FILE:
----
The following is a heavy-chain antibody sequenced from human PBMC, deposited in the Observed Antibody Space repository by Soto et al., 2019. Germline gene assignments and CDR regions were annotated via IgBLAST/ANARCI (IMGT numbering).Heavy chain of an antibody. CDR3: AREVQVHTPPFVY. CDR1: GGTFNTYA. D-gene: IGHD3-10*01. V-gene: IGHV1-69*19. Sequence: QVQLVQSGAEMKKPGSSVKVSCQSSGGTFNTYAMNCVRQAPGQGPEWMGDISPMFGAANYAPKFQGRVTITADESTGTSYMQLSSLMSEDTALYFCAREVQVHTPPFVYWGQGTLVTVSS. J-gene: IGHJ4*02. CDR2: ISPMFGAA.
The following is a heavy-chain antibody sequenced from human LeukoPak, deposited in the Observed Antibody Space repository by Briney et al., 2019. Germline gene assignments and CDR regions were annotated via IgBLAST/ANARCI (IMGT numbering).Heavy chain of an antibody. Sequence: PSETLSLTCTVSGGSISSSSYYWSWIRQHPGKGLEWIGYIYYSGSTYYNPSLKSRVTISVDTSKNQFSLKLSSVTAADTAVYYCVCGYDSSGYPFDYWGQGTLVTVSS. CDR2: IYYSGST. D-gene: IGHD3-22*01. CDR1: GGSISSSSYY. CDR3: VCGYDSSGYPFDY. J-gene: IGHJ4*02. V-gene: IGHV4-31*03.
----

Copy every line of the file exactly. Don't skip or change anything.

The following is a heavy-chain antibody sequenced from human PBMC, deposited in the Observed Antibody Space repository by Soto et al., 2019. Germline gene assignments and CDR regions were annotated via IgBLAST/ANARCI (IMGT numbering).Heavy chain of an antibody. CDR3: AREVQVHTPPFVY. CDR1: GGTFNTYA. D-gene: IGHD3-10*01. V-gene: IGHV1-69*19. Sequence: QVQLVQSGAEMKKPGSSVKVSCQSSGGTFNTYAMNCVRQAPGQGPEWMGDISPMFGAANYAPKFQGRVTITADESTGTSYMQLSSLMSEDTALYFCAREVQVHTPPFVYWGQGTLVTVSS. J-gene: IGHJ4*02. CDR2: ISPMFGAA.
The following is a heavy-chain antibody sequenced from human LeukoPak, deposited in the Observed Antibody Space repository by Briney et al., 2019. Germline gene assignments and CDR regions were annotated via IgBLAST/ANARCI (IMGT numbering).Heavy chain of an antibody. Sequence: PSETLSLTCTVSGGSISSSSYYWSWIRQHPGKGLEWIGYIYYSGSTYYNPSLKSRVTISVDTSKNQFSLKLSSVTAADTAVYYCVCGYDSSGYPFDYWGQGTLVTVSS. CDR2: IYYSGST. D-gene: IGHD3-22*01. CDR1: GGSISSSSYY. CDR3: VCGYDSSGYPFDY. J-gene: IGHJ4*02. V-gene: IGHV4-31*03.